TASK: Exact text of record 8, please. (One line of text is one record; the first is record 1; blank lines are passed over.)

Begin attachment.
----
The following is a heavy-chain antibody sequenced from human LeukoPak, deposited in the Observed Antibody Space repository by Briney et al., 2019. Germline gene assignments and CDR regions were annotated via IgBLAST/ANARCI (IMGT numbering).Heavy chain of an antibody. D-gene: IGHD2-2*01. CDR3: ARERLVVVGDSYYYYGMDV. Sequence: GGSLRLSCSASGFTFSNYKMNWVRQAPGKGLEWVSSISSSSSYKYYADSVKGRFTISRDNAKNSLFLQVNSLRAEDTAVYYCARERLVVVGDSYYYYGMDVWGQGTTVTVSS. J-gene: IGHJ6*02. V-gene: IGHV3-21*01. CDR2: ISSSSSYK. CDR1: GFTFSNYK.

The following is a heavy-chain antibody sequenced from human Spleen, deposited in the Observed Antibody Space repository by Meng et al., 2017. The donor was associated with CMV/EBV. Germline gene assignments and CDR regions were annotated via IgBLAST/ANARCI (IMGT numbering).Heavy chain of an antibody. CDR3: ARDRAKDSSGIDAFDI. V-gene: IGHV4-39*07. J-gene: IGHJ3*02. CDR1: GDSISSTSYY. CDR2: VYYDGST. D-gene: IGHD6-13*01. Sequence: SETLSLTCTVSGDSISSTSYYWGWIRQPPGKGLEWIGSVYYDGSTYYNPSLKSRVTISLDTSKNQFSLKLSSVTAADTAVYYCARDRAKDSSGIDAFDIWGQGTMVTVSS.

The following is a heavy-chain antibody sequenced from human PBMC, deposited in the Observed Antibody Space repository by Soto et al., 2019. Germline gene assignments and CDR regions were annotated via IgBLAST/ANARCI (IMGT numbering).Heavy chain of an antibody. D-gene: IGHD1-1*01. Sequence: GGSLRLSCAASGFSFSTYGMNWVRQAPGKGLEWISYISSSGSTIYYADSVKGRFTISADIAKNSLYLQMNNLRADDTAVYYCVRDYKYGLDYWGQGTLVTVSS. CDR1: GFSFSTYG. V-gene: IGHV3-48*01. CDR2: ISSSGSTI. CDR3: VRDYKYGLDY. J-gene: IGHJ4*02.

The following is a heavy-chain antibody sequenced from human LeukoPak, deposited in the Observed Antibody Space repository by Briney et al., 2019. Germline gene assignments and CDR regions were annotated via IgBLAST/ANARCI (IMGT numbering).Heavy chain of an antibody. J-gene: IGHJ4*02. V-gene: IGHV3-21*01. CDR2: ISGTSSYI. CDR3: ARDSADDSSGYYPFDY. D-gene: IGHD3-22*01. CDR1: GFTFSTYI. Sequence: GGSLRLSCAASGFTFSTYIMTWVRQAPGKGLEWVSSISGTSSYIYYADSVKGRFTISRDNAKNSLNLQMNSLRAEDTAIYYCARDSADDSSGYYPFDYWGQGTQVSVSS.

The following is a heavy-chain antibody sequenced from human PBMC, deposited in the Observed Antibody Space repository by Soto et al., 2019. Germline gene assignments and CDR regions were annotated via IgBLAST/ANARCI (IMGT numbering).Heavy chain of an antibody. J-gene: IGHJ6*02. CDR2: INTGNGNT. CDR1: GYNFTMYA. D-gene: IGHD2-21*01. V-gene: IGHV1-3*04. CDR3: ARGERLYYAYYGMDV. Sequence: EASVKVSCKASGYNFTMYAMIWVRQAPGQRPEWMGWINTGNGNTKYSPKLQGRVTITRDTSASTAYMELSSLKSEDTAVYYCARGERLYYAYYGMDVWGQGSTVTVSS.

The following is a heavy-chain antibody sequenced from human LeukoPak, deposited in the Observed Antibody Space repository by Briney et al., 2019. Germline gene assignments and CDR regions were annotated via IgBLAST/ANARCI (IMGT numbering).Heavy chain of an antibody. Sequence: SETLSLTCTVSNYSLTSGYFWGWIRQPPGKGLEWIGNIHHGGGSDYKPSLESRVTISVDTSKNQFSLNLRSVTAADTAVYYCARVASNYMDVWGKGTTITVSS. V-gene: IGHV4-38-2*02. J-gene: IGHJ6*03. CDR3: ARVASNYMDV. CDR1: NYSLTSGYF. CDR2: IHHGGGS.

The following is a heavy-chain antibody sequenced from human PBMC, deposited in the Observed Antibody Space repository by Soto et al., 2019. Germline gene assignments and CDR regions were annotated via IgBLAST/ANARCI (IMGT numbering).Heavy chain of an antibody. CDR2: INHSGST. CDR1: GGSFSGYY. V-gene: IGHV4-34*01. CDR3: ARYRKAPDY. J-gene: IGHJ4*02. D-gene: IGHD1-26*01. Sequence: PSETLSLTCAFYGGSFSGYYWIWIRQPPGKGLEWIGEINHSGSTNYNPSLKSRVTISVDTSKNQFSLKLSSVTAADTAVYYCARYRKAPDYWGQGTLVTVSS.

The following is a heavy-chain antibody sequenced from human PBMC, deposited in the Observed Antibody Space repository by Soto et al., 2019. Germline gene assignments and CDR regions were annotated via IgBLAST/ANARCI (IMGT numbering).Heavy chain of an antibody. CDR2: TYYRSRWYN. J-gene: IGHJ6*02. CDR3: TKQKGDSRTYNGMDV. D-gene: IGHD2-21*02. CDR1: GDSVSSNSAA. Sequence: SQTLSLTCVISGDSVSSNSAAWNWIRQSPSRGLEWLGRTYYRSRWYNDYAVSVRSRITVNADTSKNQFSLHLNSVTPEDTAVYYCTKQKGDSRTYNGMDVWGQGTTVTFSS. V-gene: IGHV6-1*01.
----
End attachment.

The following is a heavy-chain antibody sequenced from human PBMC, deposited in the Observed Antibody Space repository by Soto et al., 2019. Germline gene assignments and CDR regions were annotated via IgBLAST/ANARCI (IMGT numbering).Heavy chain of an antibody. CDR2: TYYRSRWYN. J-gene: IGHJ6*02. CDR3: TKQKGDSRTYNGMDV. D-gene: IGHD2-21*02. CDR1: GDSVSSNSAA. Sequence: SQTLSLTCVISGDSVSSNSAAWNWIRQSPSRGLEWLGRTYYRSRWYNDYAVSVRSRITVNADTSKNQFSLHLNSVTPEDTAVYYCTKQKGDSRTYNGMDVWGQGTTVTFSS. V-gene: IGHV6-1*01.